by Max Barry

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The Great Empire of Kandorith





The Moon Has Risen In The East, Her Glorious Reign Shall Last For 8,000 Years.


Gargantuan skyscrapers produce a never-ending shade on the tangled web of the streets below. Neon light glows brilliantly night and day, setting the stage for the glass, steel, and flesh ballet. Floodlights, mega-screens, and blasting commercials and music light up the lively streets where pedestrians and vehicles glide through the pouring rain. Tenkyo, the beating heart of the Kandorese Empire, and the grand dream turned reality for its prosperous citizens. At the heart of Tenkyo lies the Imperial Palace, a monument to the ages long gone and yet to come, the current seat of Empress Masumi. While not the head of government, the Empress maintains a crucial role within the vast Empire of Kandorith.

HISTORY


Tenkyo was originally a merchant city called Kyodahashi. It was first fortified by the Kyodai clan around 1130 and in 1350 the now-famous Kyodahashi Castle was built. In the 1500s, the city became the centre of government under the first Tenmei period who made the city their hometown. Under the reign of the Tenmei Iwashita Sueyasu started the "period of stability", which lasted for over 200 years. During this time, the city would grow to a great extent and counted over two million inhabitants at the beginning of the 1700s.

The period of peace and stability ended when foreign agents started to meddle in the affairs of the Kandorese, causing the harbours to overflow with foreign goods and imported aspects of their cultures. The new laws and regulations caused prices to rise and an angry population would react violently to end their discontent. Supporters of Tokaji used the growing anger among the population to overthrow Toshinobu, the last of the Iwashita Tenmei, in 1840.

After the reign of the Tenmei ended, Emperor Tokaji declared the renaming of Kyodahashi to Tenkyo which means "Heavenly Throne" and became the official capital of the Kandoresse Empire. Before that, the city already enjoyed being the centre of politics and the Kandorese culture.

Tenkyo would undergo massive rebuilding and infrastructure projects conducted by the national government. The building of a dense network of subway stations would lead Tenkyo into the modern world. The city grew around the network, focusing on the subway more so than car traffic and becoming the most significant traffic system of Tenkyo. Although the development of the growing megacity went on it was struck by the largest disasters in the history of the Empire, the 1920 Tenkyo Earthquake which killed an estimated 680,000 people and enemy attacks during the Great War (around 400,000 casualties).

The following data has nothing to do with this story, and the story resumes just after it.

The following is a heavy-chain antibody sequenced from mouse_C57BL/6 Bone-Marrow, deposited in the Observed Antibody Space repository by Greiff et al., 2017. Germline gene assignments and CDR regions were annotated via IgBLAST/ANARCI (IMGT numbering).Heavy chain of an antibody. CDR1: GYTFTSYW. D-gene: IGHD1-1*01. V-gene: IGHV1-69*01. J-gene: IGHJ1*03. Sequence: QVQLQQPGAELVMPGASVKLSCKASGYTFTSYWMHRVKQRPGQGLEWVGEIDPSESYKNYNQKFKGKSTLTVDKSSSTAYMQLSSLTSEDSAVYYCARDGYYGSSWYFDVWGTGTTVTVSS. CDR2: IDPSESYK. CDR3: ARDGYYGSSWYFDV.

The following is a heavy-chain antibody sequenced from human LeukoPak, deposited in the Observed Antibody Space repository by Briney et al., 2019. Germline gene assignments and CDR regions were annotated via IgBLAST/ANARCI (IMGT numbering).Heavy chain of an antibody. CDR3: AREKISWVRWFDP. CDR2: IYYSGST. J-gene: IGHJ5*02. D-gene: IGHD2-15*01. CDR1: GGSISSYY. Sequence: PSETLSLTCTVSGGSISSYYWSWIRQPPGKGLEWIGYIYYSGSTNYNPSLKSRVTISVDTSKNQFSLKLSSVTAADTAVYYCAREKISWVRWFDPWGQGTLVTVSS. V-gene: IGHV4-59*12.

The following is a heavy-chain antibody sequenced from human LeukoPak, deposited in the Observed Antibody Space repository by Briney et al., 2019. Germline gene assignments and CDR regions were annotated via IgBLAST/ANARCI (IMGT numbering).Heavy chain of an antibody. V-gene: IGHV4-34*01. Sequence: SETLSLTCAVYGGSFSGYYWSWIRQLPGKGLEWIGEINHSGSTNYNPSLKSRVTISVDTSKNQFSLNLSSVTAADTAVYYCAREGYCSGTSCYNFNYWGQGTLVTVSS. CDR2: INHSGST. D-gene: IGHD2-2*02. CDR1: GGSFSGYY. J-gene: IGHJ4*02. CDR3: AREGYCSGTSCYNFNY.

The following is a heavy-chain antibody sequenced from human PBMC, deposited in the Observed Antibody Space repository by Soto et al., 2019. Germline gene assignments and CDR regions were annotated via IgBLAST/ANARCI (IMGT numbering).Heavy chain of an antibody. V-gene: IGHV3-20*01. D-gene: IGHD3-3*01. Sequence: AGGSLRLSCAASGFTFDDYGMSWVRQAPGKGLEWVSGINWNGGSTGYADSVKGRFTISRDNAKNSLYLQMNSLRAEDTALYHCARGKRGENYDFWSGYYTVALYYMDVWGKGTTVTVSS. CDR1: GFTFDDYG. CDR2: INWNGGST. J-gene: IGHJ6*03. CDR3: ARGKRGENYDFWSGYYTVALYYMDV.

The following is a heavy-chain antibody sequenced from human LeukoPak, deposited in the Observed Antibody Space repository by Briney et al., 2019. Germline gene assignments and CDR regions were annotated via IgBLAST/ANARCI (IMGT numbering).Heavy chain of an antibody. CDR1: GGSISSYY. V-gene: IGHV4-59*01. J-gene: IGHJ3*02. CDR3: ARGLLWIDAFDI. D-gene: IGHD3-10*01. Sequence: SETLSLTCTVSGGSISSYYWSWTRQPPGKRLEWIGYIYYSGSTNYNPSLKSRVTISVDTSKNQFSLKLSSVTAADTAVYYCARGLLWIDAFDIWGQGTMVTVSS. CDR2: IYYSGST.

After the war, the city merged with the Tenkyo Prefecture to establish the Tenkyo Metropolis in 1949, it was successfully rebuilt and hosted multiple regional sporting events and international conventions. The 1970s brought massive development projects to Tenkyo as the population surged up to 14 million inhabitants - After the Great War Tenkyo only had around 4,1 million inhabitants. But the following '80s saw the Kandorese real estate and debt bubble grow and bursting in the early '90s causing an enormous recession for the Kandorese Empire. The 90s' recession is often referred to as "The Lost Decade" and recovery for Kandorith came at a very slow pace.

Today Tenkyo is still growing from the inside and outside. It is known as one of the largest and prosperous cities in the entire world, has countless star restaurants, it is known as the "best overall experience" for foreign visitors. The reasons to visit Tenkyo are many and what started as a small merchant and craft city grew into the beautiful sprawling metropolis it is today.

Higakito


Higakito - or downtown Tenkyo is where the inhabitants flock to escape their daily routine.
Home to extravagant hotels, delectable eateries, bars, and the most exclusive nightclubs, there
are numerous reasons to spend the night in Higakito. Put on your most extravagant outfit, grab your wallet, and let yourself go.

Gawato


Gawato - while not featured in holo-ads or flaunted in films, Gawato is the best of the best.
Subtle, yet elegant with an unmistakable charm of the most successful in business. Gawato boasts the largest
variety of restaurants in all of Tenkyo, boutiques, seafood, saloons and exotic foods.

The most notable location within Gawato is the always bustling Emperor Tokaji Park. While admiring the warm and open architecture
around you keep your eyes open for life-changing opportunities as Gawato is the place to be for the elite.

The district of Gawato is also home to the famous Yamagata monumental park, built to commemorate the restoration
of the Imperial Mandate and inaugurating a new era of growth and advancement for the Kandorese people and corporations.
Despite rumours by a small group of anarcho-socialists, the building of the square did not lead to any deaths which can be traced to the construction.



The Great Empire of Kandorith

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